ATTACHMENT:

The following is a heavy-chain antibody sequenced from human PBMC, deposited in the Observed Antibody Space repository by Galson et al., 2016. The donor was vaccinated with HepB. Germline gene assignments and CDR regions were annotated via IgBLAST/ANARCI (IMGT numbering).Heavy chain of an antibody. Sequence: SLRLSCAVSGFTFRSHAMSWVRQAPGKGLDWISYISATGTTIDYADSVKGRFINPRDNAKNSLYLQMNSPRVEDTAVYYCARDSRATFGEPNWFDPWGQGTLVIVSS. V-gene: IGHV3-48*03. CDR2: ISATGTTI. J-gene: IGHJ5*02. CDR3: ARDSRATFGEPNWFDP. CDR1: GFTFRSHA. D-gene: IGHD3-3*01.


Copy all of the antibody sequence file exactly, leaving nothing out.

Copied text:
The following is a heavy-chain antibody sequenced from human PBMC, deposited in the Observed Antibody Space repository by Galson et al., 2016. The donor was vaccinated with HepB. Germline gene assignments and CDR regions were annotated via IgBLAST/ANARCI (IMGT numbering).Heavy chain of an antibody. Sequence: SLRLSCAVSGFTFRSHAMSWVRQAPGKGLDWISYISATGTTIDYADSVKGRFINPRDNAKNSLYLQMNSPRVEDTAVYYCARDSRATFGEPNWFDPWGQGTLVIVSS. V-gene: IGHV3-48*03. CDR2: ISATGTTI. J-gene: IGHJ5*02. CDR3: ARDSRATFGEPNWFDP. CDR1: GFTFRSHA. D-gene: IGHD3-3*01.